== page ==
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Northwestern University

Letter From the Dean: The Noble Nobel

Dean Adrian RandolphAcademics are quite adept at granting ourselves awards. This practice has a long history, one that involves medals, prestige and rituals. It is, however, extraordinary when the rest of the world notices such matters.

When Weinberg College Professor Sir Fraser Stoddart was awarded the Nobel Prize for Chemistry on Oct. 5, the world noticed. Articles in the New York Times, the Washington Post, the Wall Street Journal and other outlets noted the honor and celebrated the work of Sir Fraser and his co-laureates. The light shining on the College and Northwestern was bright. And what did it illuminate?

Two themes in particular, as emphasized by Stoddart: fundamental science and diversity.

Stoddart’s work on nano-scale “motors” is eminently transferrable to new technologies, but it emerged from his work in fundamental science. We at the College welcome the applications that may result from our research enterprise, but that is not the reason we invest in research. In the natural sciences, we are committed to supporting fundamental science — the exploration of knowledge for its own sake. This may seem quaint in a world driven by results, but as any scientist worth her salt will tell you, experimentation with too firm an idea of the desired results often leads to bad science. We are the stewards of fundamental science, and, while such work may appear in the short run to have little to do with applications, in the long run it is the very best investment in the future. Only by supporting a rich diversity of practices in fundamental science today will we ensure that the future is filled with discovery.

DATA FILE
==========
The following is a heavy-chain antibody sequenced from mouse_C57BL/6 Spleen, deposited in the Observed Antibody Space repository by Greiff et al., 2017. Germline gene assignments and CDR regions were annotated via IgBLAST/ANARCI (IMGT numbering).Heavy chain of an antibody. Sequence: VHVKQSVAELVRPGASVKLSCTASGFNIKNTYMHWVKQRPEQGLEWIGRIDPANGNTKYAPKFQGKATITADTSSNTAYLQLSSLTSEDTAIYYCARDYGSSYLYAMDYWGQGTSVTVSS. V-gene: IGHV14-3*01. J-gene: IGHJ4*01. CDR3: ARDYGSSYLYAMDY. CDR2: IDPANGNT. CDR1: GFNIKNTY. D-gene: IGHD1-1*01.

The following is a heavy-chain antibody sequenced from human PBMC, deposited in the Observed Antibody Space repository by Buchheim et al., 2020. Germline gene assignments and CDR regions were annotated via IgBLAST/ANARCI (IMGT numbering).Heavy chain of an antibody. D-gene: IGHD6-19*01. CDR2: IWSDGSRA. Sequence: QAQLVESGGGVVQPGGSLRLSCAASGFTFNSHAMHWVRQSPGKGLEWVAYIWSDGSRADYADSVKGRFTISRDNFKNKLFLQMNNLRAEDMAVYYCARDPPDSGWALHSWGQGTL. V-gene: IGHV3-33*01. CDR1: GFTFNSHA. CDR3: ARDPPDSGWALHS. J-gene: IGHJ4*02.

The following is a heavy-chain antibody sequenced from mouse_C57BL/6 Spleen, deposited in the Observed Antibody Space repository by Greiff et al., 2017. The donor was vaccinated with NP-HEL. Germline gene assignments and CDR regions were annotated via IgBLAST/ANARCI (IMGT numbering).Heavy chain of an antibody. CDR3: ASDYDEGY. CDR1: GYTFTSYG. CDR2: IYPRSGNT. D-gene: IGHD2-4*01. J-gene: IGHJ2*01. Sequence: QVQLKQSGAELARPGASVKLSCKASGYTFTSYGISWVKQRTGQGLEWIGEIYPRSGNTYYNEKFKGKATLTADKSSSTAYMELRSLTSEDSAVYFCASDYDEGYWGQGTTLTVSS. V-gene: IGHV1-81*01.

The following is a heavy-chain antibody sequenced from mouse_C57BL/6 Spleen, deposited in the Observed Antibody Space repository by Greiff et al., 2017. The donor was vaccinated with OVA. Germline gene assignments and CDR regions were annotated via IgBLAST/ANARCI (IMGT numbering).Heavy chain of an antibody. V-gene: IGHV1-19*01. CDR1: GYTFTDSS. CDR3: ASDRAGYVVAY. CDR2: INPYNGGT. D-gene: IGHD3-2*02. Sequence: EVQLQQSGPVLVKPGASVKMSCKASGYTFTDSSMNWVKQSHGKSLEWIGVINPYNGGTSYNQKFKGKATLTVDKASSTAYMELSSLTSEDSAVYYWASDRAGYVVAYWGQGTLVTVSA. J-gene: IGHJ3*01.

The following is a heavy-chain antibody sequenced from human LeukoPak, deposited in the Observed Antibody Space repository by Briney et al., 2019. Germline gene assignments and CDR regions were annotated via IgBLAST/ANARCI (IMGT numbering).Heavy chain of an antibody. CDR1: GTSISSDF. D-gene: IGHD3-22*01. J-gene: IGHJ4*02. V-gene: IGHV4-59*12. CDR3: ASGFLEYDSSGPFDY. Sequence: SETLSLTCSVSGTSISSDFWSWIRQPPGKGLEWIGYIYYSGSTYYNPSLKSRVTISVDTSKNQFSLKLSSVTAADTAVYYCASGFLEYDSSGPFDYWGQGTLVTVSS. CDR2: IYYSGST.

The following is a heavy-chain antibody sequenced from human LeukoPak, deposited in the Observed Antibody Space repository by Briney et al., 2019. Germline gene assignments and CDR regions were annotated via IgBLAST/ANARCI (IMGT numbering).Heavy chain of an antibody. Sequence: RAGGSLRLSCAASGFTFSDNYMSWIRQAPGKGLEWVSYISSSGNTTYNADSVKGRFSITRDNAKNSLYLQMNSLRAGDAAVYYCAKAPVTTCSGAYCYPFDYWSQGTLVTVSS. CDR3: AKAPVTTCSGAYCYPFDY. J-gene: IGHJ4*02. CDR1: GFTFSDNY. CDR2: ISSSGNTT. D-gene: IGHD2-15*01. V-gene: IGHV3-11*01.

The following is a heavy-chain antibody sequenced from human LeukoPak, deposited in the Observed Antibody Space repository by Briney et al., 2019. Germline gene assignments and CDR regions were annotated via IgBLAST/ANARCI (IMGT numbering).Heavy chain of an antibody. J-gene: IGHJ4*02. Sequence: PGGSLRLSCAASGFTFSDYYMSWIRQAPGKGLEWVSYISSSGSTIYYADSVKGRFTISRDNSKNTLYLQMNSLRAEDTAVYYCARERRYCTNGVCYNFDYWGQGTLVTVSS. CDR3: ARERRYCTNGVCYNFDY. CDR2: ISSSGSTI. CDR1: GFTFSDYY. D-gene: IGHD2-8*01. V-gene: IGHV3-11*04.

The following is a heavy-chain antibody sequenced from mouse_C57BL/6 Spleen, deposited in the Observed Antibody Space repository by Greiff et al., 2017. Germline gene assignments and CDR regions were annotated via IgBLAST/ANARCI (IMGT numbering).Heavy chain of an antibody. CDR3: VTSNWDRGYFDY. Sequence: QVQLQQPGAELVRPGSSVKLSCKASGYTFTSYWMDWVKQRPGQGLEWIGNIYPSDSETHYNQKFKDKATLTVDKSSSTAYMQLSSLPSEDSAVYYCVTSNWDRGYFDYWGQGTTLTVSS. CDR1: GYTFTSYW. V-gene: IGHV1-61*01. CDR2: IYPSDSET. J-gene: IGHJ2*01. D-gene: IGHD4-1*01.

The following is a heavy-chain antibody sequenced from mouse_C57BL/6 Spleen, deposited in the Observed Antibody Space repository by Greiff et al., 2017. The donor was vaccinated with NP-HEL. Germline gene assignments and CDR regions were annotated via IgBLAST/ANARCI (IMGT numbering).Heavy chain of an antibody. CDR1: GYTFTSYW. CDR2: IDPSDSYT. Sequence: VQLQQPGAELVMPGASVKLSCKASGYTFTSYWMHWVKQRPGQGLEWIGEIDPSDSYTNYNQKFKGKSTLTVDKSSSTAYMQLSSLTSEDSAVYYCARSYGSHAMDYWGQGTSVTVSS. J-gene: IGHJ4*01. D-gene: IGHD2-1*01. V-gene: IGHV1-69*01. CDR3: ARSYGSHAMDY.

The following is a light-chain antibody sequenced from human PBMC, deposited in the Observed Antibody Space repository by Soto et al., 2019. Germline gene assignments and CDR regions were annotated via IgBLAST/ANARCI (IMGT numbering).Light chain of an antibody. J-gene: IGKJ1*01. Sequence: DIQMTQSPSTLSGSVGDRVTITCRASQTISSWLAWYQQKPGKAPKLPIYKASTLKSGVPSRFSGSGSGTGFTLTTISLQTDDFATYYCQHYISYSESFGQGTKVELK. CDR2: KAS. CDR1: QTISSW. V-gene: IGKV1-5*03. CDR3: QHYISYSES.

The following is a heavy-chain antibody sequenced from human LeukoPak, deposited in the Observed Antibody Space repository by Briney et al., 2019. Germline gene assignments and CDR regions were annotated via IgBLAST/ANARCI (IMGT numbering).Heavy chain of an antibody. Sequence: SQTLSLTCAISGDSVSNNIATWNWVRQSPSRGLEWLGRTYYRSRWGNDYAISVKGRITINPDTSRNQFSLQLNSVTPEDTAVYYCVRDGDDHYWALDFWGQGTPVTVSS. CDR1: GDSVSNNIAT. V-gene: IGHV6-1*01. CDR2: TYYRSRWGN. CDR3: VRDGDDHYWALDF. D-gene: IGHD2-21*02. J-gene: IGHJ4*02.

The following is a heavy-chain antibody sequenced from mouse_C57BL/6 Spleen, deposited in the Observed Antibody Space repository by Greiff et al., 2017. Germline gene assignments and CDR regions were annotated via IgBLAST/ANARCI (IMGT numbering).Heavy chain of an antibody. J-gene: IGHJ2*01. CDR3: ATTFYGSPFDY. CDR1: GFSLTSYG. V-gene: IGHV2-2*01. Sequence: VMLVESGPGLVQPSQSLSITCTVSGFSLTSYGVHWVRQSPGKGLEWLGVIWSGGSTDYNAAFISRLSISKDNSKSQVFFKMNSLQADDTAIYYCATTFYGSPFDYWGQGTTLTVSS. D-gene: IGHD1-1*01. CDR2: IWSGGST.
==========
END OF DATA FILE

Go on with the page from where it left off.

The diversity that yields such breakthroughs, as Professor Stoddart has so eloquently put it, is not only academic in nature. A born Scot, Stoddart works around the world and invites into his laboratory researchers from a stunning array of countries. Why? Because he is convinced that diversity — in thought, discipline and culture — leads to the best results. I could not agree more. Diversity is one of our central tenets at the College, and we understand this to be an ethical as well as a practical matter.

These emphases — on fundamental science and on diversity — mark Sir Fraser’s Nobel Prize as a particularly noble one.

Adrian Randolph
Dean, Weinberg College of Arts and Sciences

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